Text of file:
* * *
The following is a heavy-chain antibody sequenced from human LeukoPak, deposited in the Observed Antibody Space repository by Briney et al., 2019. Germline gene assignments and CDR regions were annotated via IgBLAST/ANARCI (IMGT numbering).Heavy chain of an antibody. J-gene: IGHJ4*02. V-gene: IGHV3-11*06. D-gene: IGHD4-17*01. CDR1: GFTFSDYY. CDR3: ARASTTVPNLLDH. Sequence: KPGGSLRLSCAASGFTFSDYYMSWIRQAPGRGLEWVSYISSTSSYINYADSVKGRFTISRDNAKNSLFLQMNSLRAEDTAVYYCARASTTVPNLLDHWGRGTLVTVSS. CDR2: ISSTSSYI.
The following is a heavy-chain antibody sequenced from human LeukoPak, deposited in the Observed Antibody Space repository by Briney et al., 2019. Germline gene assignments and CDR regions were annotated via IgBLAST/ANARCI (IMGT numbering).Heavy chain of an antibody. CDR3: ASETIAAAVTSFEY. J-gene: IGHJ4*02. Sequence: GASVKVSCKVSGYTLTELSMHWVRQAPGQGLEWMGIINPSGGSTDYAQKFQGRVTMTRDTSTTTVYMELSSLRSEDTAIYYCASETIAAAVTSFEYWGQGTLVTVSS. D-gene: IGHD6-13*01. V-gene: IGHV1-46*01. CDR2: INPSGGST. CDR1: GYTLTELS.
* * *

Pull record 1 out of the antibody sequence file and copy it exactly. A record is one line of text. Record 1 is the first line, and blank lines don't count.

The following is a heavy-chain antibody sequenced from human LeukoPak, deposited in the Observed Antibody Space repository by Briney et al., 2019. Germline gene assignments and CDR regions were annotated via IgBLAST/ANARCI (IMGT numbering).Heavy chain of an antibody. J-gene: IGHJ4*02. V-gene: IGHV3-11*06. D-gene: IGHD4-17*01. CDR1: GFTFSDYY. CDR3: ARASTTVPNLLDH. Sequence: KPGGSLRLSCAASGFTFSDYYMSWIRQAPGRGLEWVSYISSTSSYINYADSVKGRFTISRDNAKNSLFLQMNSLRAEDTAVYYCARASTTVPNLLDHWGRGTLVTVSS. CDR2: ISSTSSYI.